Darktrace, the security startup worth $1.65 billion, posts massive growth as its executives get dragged into a $5 billion fraud trial

British tech unicorn Darktrace posted a 93% jump in revenue last year, striking a positive note as the company tries to distance itself from a $5 billion courtroom drama involving one of its major backers.

According to filings with the UK’s Companies House, Darktrace saw an increase in its pre-tax losses, but the overall story through 2018 was one of growth. It has more than doubled its headcount, with the new employees mostly across sales and marketing, and research and development.

The firm said it had bookings worth $209 million in the year to the end of June 2018, although it’s worth noting that this isn’t the same as revenue.

Here are the key financial numbers for the year to 30 June 2018:

  • A big jump in revenue to £59.4 million ($78 million), from £31 million ($41 million) in 2017.
  • Losses increased too, though at a slower pace. Pre-tax losses came to £39 million ($51 million) in the year to June 2018, from £24.7 million ($32 million) in 2017.
  • The firm spent £58 million ($76 million) on marketing in 2018, up from £34.6 million ($45 million) the previous year.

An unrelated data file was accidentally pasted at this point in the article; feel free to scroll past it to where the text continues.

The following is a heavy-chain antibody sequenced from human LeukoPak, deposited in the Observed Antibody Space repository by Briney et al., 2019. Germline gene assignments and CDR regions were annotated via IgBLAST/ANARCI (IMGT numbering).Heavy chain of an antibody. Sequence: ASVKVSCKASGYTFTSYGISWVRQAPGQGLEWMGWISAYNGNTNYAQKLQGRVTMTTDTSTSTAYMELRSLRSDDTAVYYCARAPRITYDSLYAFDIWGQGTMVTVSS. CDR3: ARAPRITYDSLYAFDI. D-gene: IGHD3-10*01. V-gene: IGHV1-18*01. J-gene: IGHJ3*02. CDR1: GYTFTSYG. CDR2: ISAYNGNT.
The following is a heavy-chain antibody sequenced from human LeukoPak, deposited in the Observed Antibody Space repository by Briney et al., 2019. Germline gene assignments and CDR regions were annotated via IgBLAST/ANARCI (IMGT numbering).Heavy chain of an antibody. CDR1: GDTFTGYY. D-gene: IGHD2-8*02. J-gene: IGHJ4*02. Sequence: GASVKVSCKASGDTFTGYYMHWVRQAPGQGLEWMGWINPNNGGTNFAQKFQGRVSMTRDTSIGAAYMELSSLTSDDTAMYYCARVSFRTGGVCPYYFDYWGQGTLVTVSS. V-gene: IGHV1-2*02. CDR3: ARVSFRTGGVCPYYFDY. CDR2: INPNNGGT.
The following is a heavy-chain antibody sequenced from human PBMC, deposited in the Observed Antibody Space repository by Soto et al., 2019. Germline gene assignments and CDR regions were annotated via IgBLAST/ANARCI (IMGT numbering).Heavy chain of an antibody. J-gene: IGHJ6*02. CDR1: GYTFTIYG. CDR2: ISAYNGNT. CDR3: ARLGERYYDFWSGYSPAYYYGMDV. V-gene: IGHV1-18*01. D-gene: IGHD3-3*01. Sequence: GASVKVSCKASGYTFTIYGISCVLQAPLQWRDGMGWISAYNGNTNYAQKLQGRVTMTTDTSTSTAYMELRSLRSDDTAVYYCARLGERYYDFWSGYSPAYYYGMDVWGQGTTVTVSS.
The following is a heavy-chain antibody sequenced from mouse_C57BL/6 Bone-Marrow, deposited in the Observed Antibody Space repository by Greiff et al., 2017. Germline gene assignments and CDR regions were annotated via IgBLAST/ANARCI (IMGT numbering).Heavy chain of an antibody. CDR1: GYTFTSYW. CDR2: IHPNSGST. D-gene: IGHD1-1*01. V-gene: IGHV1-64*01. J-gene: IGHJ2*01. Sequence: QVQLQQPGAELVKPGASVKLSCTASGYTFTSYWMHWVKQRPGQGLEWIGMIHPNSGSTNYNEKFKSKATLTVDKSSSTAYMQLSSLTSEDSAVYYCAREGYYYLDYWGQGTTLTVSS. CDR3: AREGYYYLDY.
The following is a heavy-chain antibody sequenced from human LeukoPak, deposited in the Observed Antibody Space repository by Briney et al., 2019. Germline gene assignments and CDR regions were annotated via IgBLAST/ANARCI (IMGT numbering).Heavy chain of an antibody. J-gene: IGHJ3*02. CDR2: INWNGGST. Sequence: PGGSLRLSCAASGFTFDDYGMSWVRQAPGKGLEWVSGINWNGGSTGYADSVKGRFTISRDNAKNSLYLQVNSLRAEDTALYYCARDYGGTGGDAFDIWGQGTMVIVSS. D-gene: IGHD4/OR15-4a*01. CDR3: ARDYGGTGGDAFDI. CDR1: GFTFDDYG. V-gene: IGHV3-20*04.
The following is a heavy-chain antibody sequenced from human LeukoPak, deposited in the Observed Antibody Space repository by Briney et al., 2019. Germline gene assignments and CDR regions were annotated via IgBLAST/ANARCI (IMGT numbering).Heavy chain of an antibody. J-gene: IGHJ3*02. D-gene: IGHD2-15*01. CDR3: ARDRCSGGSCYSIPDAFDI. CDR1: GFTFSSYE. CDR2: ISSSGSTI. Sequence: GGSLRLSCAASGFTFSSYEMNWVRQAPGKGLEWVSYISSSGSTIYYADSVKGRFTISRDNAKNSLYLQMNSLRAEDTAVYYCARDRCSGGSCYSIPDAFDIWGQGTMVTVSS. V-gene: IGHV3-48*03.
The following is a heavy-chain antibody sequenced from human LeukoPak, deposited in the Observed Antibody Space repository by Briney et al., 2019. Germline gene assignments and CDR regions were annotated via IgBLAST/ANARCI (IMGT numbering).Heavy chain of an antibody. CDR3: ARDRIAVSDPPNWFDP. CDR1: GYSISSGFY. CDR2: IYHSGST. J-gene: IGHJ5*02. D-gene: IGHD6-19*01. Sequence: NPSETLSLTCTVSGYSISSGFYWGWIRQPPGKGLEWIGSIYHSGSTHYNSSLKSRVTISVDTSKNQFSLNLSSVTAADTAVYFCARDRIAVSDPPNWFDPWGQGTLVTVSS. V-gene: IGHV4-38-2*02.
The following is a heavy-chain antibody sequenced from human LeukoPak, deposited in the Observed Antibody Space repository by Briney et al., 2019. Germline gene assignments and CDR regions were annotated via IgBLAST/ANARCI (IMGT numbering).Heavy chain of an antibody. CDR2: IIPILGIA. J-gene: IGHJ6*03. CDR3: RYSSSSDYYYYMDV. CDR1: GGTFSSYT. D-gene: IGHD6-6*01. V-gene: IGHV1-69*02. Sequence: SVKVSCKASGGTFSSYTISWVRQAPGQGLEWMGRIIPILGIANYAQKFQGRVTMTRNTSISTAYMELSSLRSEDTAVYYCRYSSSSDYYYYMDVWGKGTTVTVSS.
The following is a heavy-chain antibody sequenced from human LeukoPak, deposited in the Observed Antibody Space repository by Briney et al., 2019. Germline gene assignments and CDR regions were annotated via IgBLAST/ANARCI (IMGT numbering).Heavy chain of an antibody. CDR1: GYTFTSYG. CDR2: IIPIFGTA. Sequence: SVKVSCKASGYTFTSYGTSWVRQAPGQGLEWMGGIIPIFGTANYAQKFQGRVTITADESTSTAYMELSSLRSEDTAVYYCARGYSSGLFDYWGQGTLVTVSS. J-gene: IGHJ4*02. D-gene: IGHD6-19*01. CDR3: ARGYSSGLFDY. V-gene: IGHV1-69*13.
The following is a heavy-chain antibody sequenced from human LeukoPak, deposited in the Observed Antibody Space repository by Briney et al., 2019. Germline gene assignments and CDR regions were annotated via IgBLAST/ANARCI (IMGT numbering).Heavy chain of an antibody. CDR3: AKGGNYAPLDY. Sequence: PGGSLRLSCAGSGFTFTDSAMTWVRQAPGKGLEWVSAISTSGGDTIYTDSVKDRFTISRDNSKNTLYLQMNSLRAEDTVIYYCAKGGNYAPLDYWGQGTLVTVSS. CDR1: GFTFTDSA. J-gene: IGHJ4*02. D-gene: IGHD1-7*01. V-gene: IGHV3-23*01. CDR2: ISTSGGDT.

• The number of employees stood at 750 as of October 2018.

Darktrace did not immediately respond to a request for comment on its results.

Darktrace bills itself as a cybersecurity startup that uses artificial intelligence to detect viruses and other threats to an organisation’s IT systems. It hit a valuation of $1.65 billion after raising $50 million last September from backers such as Vitruvian Partners.

Darktrace execs are about to be embroiled in a $5 billion fraud trial

Darktrace’s origins are deeply connected to British investor and entrepreneur Mike Lynch and his investment fund Invoke Capital. Lynch was Darktrace’s first backer through Invoke, which filings show currently holds 41% of the startup’s shares.

Former Autonomy CEO and Darktrace investor Mike Lynch.
HENRY NICHOLLS/Reuters

He made his money after founding UK enterprise software firm Autonomy, and selling it to HP for $11 billion in 2011. It remains one of the biggest acquisitions of a UK tech company to date.

The deal was a disaster and HP is now suing Lynch and another former executive for $5 billion in the UK’s High Court, alleging that the pair committed fraud and made Autonomy appear more valuable than it really was. Lynch is also facing criminal charges in the US.

Darktrace has sought to distance itself from its backer’s legal troubles, with Lynch resigning from the firm’s board in November 2018 to avoid “distraction.”

But Darktrace and Invoke Capital are both inextricably linked to Autonomy, a connection that is being highlighted in the ongoing High Court trial which kicked off last week.

Darktrace co-CEO Poppy Gustafsson and its board member Andrew Kanter are acting as witnesses for Lynch, his lawyers told the court last week. Gustafsson was formerly Autonomy’s corporate controller, while Kanter, now an Invoke Capital partner, was its COO.

Darktrace’s other CEO, Nicole Eagan, was also a former Autonomy executive, and a second board member, Vanessa Colomar, was Autonomy’s SVP of communications.

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